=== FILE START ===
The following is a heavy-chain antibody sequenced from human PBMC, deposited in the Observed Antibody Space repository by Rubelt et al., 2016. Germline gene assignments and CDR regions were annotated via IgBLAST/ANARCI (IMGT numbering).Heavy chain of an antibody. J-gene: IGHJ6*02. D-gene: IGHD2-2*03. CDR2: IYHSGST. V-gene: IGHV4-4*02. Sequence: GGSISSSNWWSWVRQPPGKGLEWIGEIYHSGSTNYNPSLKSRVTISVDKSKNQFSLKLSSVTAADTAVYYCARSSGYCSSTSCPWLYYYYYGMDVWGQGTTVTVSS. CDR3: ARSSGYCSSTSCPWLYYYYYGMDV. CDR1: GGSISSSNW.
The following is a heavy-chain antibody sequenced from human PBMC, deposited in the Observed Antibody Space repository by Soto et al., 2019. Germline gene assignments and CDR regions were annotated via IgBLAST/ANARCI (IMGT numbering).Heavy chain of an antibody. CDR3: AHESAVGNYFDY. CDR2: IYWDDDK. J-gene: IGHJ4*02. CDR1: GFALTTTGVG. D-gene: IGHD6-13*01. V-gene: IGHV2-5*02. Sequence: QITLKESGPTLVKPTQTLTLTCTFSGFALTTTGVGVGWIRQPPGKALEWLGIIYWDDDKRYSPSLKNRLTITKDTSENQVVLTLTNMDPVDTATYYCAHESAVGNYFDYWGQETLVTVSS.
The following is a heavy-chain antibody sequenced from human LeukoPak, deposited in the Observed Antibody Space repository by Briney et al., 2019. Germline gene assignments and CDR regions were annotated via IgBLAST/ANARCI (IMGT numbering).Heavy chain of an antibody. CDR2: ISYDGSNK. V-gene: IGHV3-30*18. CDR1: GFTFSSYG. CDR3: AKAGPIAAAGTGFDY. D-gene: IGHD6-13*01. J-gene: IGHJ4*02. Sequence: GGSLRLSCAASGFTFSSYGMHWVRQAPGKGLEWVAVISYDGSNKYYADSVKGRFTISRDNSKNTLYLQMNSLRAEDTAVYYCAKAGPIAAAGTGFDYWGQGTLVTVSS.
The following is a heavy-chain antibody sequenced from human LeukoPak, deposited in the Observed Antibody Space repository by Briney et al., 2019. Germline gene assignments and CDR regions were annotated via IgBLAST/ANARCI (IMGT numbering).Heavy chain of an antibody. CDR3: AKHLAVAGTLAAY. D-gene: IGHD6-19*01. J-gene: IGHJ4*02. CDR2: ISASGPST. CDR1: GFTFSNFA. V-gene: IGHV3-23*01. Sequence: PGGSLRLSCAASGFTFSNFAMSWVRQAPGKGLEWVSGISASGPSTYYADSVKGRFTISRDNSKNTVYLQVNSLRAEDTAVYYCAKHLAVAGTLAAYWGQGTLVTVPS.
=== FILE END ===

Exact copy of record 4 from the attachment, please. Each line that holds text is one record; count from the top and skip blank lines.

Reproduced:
The following is a heavy-chain antibody sequenced from human LeukoPak, deposited in the Observed Antibody Space repository by Briney et al., 2019. Germline gene assignments and CDR regions were annotated via IgBLAST/ANARCI (IMGT numbering).Heavy chain of an antibody. CDR3: AKHLAVAGTLAAY. D-gene: IGHD6-19*01. J-gene: IGHJ4*02. CDR2: ISASGPST. CDR1: GFTFSNFA. V-gene: IGHV3-23*01. Sequence: PGGSLRLSCAASGFTFSNFAMSWVRQAPGKGLEWVSGISASGPSTYYADSVKGRFTISRDNSKNTVYLQVNSLRAEDTAVYYCAKHLAVAGTLAAYWGQGTLVTVPS.